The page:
September 2, 2021

Taking Care of Yourself as a Writer

writing tips

Today is my last article in our series on building your self-efficacy as a writer, based on the work of the late Albert Bandura. Our self-efficacy is the belief we have in our own ability to accomplish a goal, whether it’s writing a book, starting a blog, hosting a podcast, doing the laundry, or raising children. Building up your self-efficacy as a writer is one of my main missions as a coach and editor. 

We’ve talked about finding your small writing wins (mastery experiences), learning from writers who are or were just like you (vicarious experiences), and the power of people who believe in you (verbal persuasion). There’s one last (but NOT least) element that impacts our self-efficacy, which can be used to build up our confidence and competence in writing: taking care of ourselves, physically and emotionally (affective states).

Bandura writes that both our physical state and our mental/emotional state (he calls it our “mood state”) affect our efficacy beliefs—that is, whether or not we believe we can actually do the thing we’re trying to do. If we’re sore, winded, exhausted, or in pain, we probably won’t have as much confidence in our ability to run 10 miles as we would if we were feeling great and had high energy levels. Likewise, if we’re frightened, angry, grieving, or depressed, we may not “feel like” writing, because we judge our own abilities as less than optimal in that emotional state. If you try the activity anyway in that state, you’ll be more sensitive to any negative stimulation, which makes you more likely to fail… thereby reinforcing your negative efficacy beliefs. It can become a vicious cycle.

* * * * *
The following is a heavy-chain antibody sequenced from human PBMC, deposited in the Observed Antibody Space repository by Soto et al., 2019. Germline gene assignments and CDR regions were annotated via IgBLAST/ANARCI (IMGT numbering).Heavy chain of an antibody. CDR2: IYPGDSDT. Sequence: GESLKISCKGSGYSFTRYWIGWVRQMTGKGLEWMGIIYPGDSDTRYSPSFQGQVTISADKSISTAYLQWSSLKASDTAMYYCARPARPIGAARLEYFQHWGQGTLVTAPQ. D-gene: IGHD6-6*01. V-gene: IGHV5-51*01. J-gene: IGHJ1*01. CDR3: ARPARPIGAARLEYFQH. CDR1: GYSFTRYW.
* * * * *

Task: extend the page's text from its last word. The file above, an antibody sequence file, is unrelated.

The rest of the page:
The solution, he says, is to “enhance physical status” and “reduce stress levels and negative emotional proclivities.”

Let’s break those down.

Taking Care of Yourself Physically

We often think that writing is a primarily mental exercise, and that therefore we don’t need to take care of our body as well. But that’s not how it works. Author Haruki Murakami in his lovely memoir What I Talk About When I Talk About Running shares what writing a book is like:

“The whole process—sitting at your desk, focusing your mind like a laser beam, imagining something out of a blank horizon, creating a story, selecting the right words, one by one, keeping the whole flow of the story on track—requires far more energy, over a long period, than most people ever imagine. You might not move your body around, but there's grueling, dynamic labor going on inside you.” - Haruki Murakami, What I Talk About When I Talk About Running

The writing process is full of physical metaphors: people talk about birthing a book, or that doing something like NaNoWriMo is like running a marathon. They’re right. Writing a book is hard mental labor, and that’s all the more reason we have to take care of our bodies, too.